From top to bottom left: Tara Air's DHC-6 Twin Otter during landing; rescuers carry out operation at the crash site; relatives weep outside the airport in Pokhara and the wreckage of the crashed plane. Reuters / AFP
Nepal authorities on Monday recovered or located the bodies of all but one of 22 people who were on board a plane that crashed into a Himalayan mountainside on Sunday, officials said, and the government has formed a panel to investigate the incident.
Two Germans, four Indians and 16 Nepalis were on the De Havilland Canada DHC-6-300 Twin Otter aircraft which crashed 15 minutes after taking off from the tourist town of Pokhara, 125km west of Kathmandu, on Sunday morning.
Members of a rescue team carry out a operation at the crash site of a Twin Otter aircraft on a mountainside in Mustang. AFP
"There is very little chance to find survivors," said Deo Chandra Lal Karna, a spokesman for the Civil Aviation Authority of Nepal.
Nepali soldiers and rescue workers had retrieved 20 bodies from the wreckage, strewn across a steep slope at an altitude of around 14,500 feet. They were trying to recover another body they had seen, officials said.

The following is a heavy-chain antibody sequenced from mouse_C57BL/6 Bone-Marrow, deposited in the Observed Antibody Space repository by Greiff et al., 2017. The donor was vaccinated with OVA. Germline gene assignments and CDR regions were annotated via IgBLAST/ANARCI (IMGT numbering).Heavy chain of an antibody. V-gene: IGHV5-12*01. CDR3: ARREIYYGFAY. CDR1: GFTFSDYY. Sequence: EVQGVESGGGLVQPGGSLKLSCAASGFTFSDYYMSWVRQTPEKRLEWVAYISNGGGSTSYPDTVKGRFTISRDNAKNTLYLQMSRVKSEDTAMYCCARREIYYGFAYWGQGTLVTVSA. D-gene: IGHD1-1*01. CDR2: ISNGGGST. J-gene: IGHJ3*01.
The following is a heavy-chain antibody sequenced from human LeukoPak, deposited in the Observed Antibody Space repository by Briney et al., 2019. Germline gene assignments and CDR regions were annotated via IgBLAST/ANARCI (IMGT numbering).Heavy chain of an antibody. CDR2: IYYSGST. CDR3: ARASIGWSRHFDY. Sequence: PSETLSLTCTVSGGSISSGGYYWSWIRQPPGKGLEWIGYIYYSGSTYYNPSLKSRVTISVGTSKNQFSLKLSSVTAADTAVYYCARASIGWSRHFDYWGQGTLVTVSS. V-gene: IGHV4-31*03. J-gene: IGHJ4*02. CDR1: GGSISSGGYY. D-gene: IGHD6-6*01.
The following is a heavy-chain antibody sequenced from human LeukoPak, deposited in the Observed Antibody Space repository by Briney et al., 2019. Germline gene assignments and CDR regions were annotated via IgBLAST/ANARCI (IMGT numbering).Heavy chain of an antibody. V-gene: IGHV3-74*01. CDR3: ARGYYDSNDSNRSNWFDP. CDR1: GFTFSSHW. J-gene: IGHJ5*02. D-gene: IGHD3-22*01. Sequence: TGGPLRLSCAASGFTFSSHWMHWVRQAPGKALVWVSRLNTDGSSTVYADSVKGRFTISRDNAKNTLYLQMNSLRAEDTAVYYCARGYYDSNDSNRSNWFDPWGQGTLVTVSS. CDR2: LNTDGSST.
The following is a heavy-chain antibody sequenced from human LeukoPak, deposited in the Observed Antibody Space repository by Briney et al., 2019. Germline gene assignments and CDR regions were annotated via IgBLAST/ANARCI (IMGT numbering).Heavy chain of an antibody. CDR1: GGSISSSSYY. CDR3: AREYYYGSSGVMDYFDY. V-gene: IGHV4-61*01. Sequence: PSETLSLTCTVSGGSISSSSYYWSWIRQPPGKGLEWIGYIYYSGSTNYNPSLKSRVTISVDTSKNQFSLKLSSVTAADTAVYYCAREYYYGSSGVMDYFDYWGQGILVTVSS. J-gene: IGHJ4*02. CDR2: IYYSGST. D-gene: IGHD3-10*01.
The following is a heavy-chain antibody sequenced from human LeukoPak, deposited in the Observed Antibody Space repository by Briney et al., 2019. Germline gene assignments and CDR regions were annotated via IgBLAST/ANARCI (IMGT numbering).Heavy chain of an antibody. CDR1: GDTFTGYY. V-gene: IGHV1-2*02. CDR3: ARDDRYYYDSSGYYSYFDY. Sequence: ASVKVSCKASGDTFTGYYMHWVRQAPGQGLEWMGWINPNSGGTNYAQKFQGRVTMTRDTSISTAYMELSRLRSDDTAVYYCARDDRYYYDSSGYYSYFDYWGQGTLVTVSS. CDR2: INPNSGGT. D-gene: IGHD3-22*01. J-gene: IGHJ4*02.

The government said it had set up a five-member panel to determine the cause of the crash and suggest prevention measures for the future.
The wreckage of the crashed plane in a gorge in Sanosware in Mustang. AP
The difficult terrain and poor weather have hampered the search parties. An image published in Nepali media showed uniformed rescue workers moving a body from the wreckage and using ropes to haul it onto a stretcher and up a steep, grassy ridge.
"There is very thick cloud in the area," Netra Prasad Sharma, the most senior bureaucrat in the Mustang district, where the crash took place, told Reuters by phone.
In Kathmandu, the capital, relatives of victims waited for the bodies to be brought back from the crash site.
"I am waiting for my son’s body," Maniram Pokhrel told Reuters, his voice choking. His son Utsav Pokhrel, 25, was the copilot.
Operated by privately owned Tara Air, the aircraft crashed in cloudy weather and the wreckage wasn't spotted until Monday morning by Nepal's army.